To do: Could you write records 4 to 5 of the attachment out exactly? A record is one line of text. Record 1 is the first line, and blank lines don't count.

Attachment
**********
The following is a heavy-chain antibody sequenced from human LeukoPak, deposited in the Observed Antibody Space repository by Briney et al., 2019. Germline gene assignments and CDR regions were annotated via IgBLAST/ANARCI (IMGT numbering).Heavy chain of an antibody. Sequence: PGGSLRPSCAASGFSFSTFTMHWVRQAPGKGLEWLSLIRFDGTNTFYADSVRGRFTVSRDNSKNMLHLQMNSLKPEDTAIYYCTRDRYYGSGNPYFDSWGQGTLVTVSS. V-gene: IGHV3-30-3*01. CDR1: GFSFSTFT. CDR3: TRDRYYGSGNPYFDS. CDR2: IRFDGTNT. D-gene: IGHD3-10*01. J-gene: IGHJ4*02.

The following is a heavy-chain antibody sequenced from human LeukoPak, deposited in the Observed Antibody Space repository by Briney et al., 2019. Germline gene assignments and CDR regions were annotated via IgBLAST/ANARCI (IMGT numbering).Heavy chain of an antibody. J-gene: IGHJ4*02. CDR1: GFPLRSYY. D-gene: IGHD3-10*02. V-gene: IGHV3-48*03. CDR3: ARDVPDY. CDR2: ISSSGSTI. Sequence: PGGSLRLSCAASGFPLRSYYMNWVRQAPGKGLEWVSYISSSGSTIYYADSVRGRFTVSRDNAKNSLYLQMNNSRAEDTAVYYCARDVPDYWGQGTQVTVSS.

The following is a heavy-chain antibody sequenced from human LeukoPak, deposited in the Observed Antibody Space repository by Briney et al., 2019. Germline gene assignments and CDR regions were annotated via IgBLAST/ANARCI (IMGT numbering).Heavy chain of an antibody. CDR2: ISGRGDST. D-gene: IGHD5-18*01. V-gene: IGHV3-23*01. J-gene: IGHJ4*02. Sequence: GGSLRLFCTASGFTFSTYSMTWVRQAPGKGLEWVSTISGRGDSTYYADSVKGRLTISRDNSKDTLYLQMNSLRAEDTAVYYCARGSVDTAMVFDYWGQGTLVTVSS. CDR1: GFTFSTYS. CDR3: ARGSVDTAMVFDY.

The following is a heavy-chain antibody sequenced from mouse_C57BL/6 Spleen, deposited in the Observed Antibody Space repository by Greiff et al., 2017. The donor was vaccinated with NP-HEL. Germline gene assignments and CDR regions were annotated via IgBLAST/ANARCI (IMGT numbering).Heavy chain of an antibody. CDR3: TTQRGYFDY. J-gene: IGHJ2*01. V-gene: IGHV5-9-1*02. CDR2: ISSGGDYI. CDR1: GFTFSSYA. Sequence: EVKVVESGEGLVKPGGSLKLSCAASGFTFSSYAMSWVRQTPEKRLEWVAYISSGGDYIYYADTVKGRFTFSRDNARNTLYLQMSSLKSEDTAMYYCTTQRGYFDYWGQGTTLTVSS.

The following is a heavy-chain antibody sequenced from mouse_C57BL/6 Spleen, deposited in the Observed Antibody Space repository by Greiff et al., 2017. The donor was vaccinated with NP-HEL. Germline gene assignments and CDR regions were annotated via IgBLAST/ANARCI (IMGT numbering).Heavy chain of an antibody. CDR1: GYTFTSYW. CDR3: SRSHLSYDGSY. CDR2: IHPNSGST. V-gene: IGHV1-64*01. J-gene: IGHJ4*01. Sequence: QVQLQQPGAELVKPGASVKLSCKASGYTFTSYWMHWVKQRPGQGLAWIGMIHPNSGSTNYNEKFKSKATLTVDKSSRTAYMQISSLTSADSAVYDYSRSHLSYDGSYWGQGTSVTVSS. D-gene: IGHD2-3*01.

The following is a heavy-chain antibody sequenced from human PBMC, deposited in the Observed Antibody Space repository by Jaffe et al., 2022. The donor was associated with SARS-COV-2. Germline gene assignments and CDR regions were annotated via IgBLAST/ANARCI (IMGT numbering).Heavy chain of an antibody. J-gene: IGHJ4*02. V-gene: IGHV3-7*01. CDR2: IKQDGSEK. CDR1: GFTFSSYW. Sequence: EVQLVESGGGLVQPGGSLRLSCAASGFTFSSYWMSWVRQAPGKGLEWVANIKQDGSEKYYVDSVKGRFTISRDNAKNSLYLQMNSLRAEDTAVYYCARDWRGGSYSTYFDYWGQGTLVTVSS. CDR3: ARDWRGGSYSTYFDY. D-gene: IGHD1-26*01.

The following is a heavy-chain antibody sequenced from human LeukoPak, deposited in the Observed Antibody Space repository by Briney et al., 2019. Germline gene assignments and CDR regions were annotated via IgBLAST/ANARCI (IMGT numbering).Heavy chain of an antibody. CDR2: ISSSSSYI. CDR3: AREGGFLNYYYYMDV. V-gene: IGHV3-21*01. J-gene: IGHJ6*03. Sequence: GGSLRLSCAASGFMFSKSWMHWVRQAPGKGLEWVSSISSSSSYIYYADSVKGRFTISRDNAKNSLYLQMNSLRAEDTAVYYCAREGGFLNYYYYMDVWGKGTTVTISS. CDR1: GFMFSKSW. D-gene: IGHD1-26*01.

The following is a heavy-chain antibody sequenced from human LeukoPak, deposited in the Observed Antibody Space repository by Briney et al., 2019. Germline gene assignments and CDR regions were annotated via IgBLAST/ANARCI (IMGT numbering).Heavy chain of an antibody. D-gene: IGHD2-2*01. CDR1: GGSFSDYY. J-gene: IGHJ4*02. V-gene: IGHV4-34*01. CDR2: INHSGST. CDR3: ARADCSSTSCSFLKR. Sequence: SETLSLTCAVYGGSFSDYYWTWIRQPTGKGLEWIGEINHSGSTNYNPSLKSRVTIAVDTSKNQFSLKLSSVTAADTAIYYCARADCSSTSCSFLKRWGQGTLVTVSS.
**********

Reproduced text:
The following is a heavy-chain antibody sequenced from mouse_C57BL/6 Spleen, deposited in the Observed Antibody Space repository by Greiff et al., 2017. The donor was vaccinated with NP-HEL. Germline gene assignments and CDR regions were annotated via IgBLAST/ANARCI (IMGT numbering).Heavy chain of an antibody. CDR3: TTQRGYFDY. J-gene: IGHJ2*01. V-gene: IGHV5-9-1*02. CDR2: ISSGGDYI. CDR1: GFTFSSYA. Sequence: EVKVVESGEGLVKPGGSLKLSCAASGFTFSSYAMSWVRQTPEKRLEWVAYISSGGDYIYYADTVKGRFTFSRDNARNTLYLQMSSLKSEDTAMYYCTTQRGYFDYWGQGTTLTVSS.

The following is a heavy-chain antibody sequenced from mouse_C57BL/6 Spleen, deposited in the Observed Antibody Space repository by Greiff et al., 2017. The donor was vaccinated with NP-HEL. Germline gene assignments and CDR regions were annotated via IgBLAST/ANARCI (IMGT numbering).Heavy chain of an antibody. CDR1: GYTFTSYW. CDR3: SRSHLSYDGSY. CDR2: IHPNSGST. V-gene: IGHV1-64*01. J-gene: IGHJ4*01. Sequence: QVQLQQPGAELVKPGASVKLSCKASGYTFTSYWMHWVKQRPGQGLAWIGMIHPNSGSTNYNEKFKSKATLTVDKSSRTAYMQISSLTSADSAVYDYSRSHLSYDGSYWGQGTSVTVSS. D-gene: IGHD2-3*01.